What is it about?

This article highlights how an individual's agency can bring about a lot of positive change in a creative hub. The research hones in on how the successful business of one resident artist entrepreneur in a rural creative hub can positively affect the whole hub, and other artists renting a studio in it. The focus of the analysis gives a voice to a dance entrepreneur's entrepreneurial activities, and how he takes a whole hub online and opens it to the world - during one of the darkest confined times in our recent lives, lockdown phases induced by COVID-19. Digital ways of creating community, places of interaction, is highlighted and explained. The article introduces the concept of entrepreneurial placemaking for the first time.

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Why is it important?

The research points out how careful managment of social relations and creative use of materials, space and technology can be combined to create a unique and great experience for service users. The elements of planning, facilitation and creative re-imagining are illustrated through a dance entrepreneur's successful business activities in a rural hub. This success has implications for policy makers for rural areas, Parish and District Councillors, and those owning or managing hubs and creative hubs: to manage tenant interactions, have regular meetings, develop ongoing relations with all tenants individually where possible, support regular events in the creative hub. These facilitations are important for maintaining good tenant/resident artist relationships beneficial for their and the hub business development.

Perspectives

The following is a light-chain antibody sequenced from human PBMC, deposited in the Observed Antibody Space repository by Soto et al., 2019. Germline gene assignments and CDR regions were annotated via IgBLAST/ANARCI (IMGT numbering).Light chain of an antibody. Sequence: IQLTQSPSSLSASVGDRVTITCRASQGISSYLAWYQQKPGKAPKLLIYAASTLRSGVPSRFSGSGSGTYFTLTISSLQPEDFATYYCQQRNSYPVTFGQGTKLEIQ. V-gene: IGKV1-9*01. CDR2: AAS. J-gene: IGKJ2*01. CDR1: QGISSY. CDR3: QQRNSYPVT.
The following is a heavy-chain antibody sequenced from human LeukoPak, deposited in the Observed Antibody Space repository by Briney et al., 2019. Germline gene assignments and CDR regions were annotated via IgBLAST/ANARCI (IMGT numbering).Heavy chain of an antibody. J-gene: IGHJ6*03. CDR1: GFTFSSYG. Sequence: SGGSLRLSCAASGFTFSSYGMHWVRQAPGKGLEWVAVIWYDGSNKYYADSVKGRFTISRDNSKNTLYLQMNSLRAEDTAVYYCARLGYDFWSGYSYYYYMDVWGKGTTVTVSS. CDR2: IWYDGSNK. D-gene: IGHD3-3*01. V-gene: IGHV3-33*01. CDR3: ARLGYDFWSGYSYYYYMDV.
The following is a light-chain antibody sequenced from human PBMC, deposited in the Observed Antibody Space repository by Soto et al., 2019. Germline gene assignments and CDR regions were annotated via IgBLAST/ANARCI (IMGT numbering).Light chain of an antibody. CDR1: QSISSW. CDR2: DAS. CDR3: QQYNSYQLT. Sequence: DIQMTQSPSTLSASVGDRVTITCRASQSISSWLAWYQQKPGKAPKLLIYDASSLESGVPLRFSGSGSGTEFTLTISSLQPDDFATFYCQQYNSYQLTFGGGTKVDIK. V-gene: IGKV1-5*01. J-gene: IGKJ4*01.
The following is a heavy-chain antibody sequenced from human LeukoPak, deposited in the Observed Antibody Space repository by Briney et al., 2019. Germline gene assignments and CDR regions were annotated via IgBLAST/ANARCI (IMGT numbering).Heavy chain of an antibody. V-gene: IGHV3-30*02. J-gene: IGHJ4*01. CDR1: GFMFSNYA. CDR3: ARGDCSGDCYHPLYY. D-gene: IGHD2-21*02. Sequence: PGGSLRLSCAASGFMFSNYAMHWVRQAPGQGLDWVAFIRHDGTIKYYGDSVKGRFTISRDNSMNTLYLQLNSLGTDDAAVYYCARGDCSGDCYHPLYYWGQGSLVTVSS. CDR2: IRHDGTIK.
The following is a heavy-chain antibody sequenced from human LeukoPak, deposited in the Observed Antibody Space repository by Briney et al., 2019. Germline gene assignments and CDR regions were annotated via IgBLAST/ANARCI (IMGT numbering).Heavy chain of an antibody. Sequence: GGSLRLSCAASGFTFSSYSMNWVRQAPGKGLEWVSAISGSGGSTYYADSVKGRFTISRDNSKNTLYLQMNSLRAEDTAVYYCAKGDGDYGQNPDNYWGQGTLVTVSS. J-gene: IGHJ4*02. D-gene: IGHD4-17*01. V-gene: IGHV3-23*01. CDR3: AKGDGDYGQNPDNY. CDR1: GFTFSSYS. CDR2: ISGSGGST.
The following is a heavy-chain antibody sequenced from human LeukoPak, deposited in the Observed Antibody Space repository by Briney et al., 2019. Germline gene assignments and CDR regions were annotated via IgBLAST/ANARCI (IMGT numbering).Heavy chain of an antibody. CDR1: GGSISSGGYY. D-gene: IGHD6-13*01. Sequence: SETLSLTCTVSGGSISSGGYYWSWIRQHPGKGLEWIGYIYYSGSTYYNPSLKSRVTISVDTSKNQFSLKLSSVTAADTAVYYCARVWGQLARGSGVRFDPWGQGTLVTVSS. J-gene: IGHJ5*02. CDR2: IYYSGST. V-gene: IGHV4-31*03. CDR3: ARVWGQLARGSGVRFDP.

I hope this article makes clear how valuable ethnographic research is, and how important the management of social relations is for online interactions. What might seem easy and straightforward, indeed, needed careful management and planning and organising to bring about a varied, dense, and rich experience. For me, as the researcher who collected the data, it was important to sense and feel the online experiences of the artists and the dance participants. Being part of the online dance sessions opened up so many perspectives on what was happening in the online interactions, explicitly and non-verbally. Doing the research was fun and exciting, as due to lockdown nothing else was possible and I had to focus on making the very best of the possibilities phone, email, social media and zoom offered.

Dr Inge Hill - Editorial Review Board IJBR Editorial board SN Bus. and Economics
Royal Agricultural University

Read the Original

This page is a summary of: Rural arts entrepreneurs’ placemaking – how ‘entrepreneurial placemaking’ explains rural creative hub evolution during COVID-19 lockdown, Local Economy The Journal of the Local Economy Policy Unit, March 2022, SAGE Publications, DOI: 10.1177/02690942221083838.
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